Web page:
In your opinion, what qualities make a good veterinarian?

BARRATT: Number one would be empathy. We must be empathetic towards our clients and compassionate towards our patients. You must have that connection.

You have to have a sense of humour. If you don’t have a sense of humour, you might not see the funny things that happen in life, like the times that are maybe not so fun in the moment – but looking back, they’re pretty funny.

A good vet needs intelligence, but I think even more important than how smart you are is whether you can communicate information from the science into the real world, to be able to communicate with clients and add in a dose of common sense.

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The final thing is one I didn’t really think about prior to becoming a vet, but certainly has become clear the longer I’m in the role: resilience and dedication to being a vet and to the profession and the role of being an adviser.

As a consultant on proAction with DFO and a dairy farmer yourself, how do you think producers should approach proAction on their farms?

BARRATT: It really is a lot of components to make work – so with that in mind, I would say the more we can weave proAction into our daily routine, the better.

Records and information can have a positive impact on farm management, provided it is reviewed and utilized. If it helps to conserve market space by reassuring consumers dairy is produced in a responsible and sustainable way, I think that is a bonus.

Based on your involvement in the current efforts to update Canada’s Code of Practice for the Care and Handling of Dairy Cattle, how do you see the changes benefiting industry stakeholders?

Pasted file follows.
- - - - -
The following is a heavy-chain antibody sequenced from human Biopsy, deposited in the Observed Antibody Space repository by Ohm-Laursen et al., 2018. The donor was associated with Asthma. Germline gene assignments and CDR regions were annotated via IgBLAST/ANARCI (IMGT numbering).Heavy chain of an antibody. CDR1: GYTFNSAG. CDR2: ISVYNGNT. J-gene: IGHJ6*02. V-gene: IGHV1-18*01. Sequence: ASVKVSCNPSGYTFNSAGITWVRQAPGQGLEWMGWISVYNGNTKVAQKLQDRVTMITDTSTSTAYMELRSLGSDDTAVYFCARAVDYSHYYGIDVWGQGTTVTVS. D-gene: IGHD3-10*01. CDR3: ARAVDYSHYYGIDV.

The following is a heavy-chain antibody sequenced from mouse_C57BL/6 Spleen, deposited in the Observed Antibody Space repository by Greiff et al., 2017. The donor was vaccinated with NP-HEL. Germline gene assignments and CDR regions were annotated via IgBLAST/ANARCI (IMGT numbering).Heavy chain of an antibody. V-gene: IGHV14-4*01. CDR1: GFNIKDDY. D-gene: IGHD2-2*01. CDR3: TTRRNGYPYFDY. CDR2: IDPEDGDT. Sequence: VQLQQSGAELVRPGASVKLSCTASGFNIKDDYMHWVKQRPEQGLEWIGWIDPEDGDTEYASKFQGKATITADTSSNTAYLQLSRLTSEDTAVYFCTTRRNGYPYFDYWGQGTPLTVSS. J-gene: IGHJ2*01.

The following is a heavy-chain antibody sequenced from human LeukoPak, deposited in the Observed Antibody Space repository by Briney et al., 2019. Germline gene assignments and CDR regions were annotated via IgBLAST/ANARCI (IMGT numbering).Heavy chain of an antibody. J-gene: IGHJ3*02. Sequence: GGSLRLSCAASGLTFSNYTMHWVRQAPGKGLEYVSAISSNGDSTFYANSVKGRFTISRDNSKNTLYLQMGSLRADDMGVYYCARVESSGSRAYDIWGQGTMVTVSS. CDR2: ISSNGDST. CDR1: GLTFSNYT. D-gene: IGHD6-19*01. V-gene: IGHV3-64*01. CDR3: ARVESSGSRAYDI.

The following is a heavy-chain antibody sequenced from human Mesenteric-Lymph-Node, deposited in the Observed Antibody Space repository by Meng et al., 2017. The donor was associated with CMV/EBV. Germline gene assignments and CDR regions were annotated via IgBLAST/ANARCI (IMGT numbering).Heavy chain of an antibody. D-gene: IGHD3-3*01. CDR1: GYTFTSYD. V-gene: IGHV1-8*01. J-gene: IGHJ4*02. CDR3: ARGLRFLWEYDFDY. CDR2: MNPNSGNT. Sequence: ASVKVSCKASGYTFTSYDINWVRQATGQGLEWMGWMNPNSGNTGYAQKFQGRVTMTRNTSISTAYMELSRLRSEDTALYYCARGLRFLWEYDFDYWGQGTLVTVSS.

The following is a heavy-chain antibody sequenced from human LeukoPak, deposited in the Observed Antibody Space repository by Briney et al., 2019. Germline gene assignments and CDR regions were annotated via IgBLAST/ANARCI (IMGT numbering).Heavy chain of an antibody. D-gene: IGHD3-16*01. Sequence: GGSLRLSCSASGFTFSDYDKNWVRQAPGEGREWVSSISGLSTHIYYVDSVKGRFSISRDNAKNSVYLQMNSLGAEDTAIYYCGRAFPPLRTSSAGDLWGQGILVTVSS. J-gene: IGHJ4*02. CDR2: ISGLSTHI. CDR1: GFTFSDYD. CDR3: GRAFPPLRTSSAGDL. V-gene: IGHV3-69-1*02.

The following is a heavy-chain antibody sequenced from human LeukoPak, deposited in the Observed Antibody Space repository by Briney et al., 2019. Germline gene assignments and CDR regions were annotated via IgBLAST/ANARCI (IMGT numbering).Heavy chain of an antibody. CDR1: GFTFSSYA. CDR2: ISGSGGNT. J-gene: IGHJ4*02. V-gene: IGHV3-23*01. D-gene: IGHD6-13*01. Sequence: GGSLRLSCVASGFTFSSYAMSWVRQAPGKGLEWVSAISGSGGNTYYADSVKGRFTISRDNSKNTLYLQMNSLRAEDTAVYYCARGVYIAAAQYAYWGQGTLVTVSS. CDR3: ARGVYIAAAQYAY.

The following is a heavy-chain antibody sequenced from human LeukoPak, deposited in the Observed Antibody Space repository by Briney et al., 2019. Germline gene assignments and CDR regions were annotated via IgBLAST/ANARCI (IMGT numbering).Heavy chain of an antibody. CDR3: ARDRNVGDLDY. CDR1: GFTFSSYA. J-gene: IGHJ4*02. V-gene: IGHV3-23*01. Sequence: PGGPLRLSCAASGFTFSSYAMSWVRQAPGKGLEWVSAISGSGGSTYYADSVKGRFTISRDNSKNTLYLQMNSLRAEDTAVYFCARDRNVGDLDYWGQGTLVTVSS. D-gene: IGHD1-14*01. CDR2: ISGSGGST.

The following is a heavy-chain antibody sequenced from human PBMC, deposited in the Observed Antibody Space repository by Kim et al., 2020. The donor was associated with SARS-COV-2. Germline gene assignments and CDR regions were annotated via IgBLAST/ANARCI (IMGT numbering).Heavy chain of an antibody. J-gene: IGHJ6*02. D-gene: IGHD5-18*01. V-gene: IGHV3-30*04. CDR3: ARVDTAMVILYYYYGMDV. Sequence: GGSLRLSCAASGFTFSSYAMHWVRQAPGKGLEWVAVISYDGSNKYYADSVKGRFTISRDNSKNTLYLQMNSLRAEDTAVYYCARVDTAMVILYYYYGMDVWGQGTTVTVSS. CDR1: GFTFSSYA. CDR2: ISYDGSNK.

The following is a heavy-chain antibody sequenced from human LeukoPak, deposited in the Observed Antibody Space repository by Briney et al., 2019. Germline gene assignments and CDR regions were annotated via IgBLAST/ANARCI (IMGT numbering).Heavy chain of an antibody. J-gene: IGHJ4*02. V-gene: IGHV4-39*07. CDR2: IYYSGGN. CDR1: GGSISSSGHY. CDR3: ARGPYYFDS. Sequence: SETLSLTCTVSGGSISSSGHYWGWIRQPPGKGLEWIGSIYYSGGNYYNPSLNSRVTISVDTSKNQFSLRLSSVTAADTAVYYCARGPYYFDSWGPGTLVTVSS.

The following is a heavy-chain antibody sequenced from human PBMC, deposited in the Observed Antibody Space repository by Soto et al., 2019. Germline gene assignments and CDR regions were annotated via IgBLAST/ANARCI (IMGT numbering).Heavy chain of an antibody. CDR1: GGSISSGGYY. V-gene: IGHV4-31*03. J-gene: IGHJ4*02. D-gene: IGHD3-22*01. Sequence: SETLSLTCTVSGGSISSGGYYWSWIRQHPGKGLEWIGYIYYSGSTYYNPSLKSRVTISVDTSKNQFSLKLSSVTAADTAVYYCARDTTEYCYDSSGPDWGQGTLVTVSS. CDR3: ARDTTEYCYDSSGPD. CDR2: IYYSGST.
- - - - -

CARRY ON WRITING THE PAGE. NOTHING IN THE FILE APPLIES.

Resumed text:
BARRATT: I think the updates themselves will help benefit the industry in general, in part to raise the bar for the document itself as the basis for care and handling of dairy cattle in Canada. It is also what the proAction animal care module is based on, and we know those are living documents that will change over time, and this is the update to that. We are going on 13 years since the last review, and we know there’s been a lot of scientific developments over that period. We are hoping to incorporate that science to raise the bar for the standard for care of dairy cattle.

I think the revisions will help stakeholders, including consumers and processors, to be reassured of the minimum standards. However, at the end of the day, the document is for the animals and for the industry to demonstrate what the standards are.

What is one thing you think most farms could benefit from implementing?

BARRATT: I have three things:

1. Organized, thorough records and generalized tidiness – because this helps keep your mind focused.

2. Lots of bedding. I’ve never gone to a farm and said, “Oh my gosh, there’s too much bedding here.” You can never go wrong with more bedding.

3. Visiting other farms outside of your bubble to see how they do things; you can learn a lot. If that means physically going to other farms, that’s wonderful – but in this climate with COVID-19, even if we can do that virtually, I think there’s a big advantage to it. end mark

PHOTO: Unable to attend the award ceremony in-person, Kelly Barratt was surprised on a neighbouring farm by friends, family and colleagues with the announcement she had received the title of Bovine Practitioner of the Year. Photo provided by Kelly Barratt.